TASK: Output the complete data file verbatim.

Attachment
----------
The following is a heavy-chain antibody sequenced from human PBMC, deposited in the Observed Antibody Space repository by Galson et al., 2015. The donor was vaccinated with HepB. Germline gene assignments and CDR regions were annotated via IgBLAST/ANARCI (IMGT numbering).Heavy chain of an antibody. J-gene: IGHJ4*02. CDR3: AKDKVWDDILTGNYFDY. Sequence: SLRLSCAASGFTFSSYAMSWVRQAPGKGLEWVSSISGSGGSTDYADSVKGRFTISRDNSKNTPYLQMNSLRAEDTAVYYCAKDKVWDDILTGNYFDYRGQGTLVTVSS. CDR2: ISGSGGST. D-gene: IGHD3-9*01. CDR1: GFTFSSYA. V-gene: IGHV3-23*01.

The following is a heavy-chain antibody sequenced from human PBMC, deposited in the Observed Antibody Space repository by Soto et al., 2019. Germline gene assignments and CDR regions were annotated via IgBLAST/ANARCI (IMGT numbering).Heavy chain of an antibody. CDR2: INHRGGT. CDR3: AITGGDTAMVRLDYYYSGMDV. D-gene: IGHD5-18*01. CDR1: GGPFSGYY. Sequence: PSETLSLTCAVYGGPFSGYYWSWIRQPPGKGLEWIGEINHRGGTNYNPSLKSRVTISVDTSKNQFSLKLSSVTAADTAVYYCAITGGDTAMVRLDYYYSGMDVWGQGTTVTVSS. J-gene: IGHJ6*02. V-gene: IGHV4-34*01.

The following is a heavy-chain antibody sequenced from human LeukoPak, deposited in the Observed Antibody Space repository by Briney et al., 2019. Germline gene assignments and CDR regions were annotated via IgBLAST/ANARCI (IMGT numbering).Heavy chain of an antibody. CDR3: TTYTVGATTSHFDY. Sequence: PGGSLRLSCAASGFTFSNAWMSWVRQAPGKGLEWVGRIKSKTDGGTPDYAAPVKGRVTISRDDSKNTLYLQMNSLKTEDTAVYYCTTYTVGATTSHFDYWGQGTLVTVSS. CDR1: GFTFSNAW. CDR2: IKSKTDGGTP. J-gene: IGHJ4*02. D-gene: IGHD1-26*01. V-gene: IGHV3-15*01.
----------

The following is a heavy-chain antibody sequenced from human PBMC, deposited in the Observed Antibody Space repository by Galson et al., 2015. The donor was vaccinated with HepB. Germline gene assignments and CDR regions were annotated via IgBLAST/ANARCI (IMGT numbering).Heavy chain of an antibody. J-gene: IGHJ4*02. CDR3: AKDKVWDDILTGNYFDY. Sequence: SLRLSCAASGFTFSSYAMSWVRQAPGKGLEWVSSISGSGGSTDYADSVKGRFTISRDNSKNTPYLQMNSLRAEDTAVYYCAKDKVWDDILTGNYFDYRGQGTLVTVSS. CDR2: ISGSGGST. D-gene: IGHD3-9*01. CDR1: GFTFSSYA. V-gene: IGHV3-23*01.

The following is a heavy-chain antibody sequenced from human PBMC, deposited in the Observed Antibody Space repository by Soto et al., 2019. Germline gene assignments and CDR regions were annotated via IgBLAST/ANARCI (IMGT numbering).Heavy chain of an antibody. CDR2: INHRGGT. CDR3: AITGGDTAMVRLDYYYSGMDV. D-gene: IGHD5-18*01. CDR1: GGPFSGYY. Sequence: PSETLSLTCAVYGGPFSGYYWSWIRQPPGKGLEWIGEINHRGGTNYNPSLKSRVTISVDTSKNQFSLKLSSVTAADTAVYYCAITGGDTAMVRLDYYYSGMDVWGQGTTVTVSS. J-gene: IGHJ6*02. V-gene: IGHV4-34*01.

The following is a heavy-chain antibody sequenced from human LeukoPak, deposited in the Observed Antibody Space repository by Briney et al., 2019. Germline gene assignments and CDR regions were annotated via IgBLAST/ANARCI (IMGT numbering).Heavy chain of an antibody. CDR3: TTYTVGATTSHFDY. Sequence: PGGSLRLSCAASGFTFSNAWMSWVRQAPGKGLEWVGRIKSKTDGGTPDYAAPVKGRVTISRDDSKNTLYLQMNSLKTEDTAVYYCTTYTVGATTSHFDYWGQGTLVTVSS. CDR1: GFTFSNAW. CDR2: IKSKTDGGTP. J-gene: IGHJ4*02. D-gene: IGHD1-26*01. V-gene: IGHV3-15*01.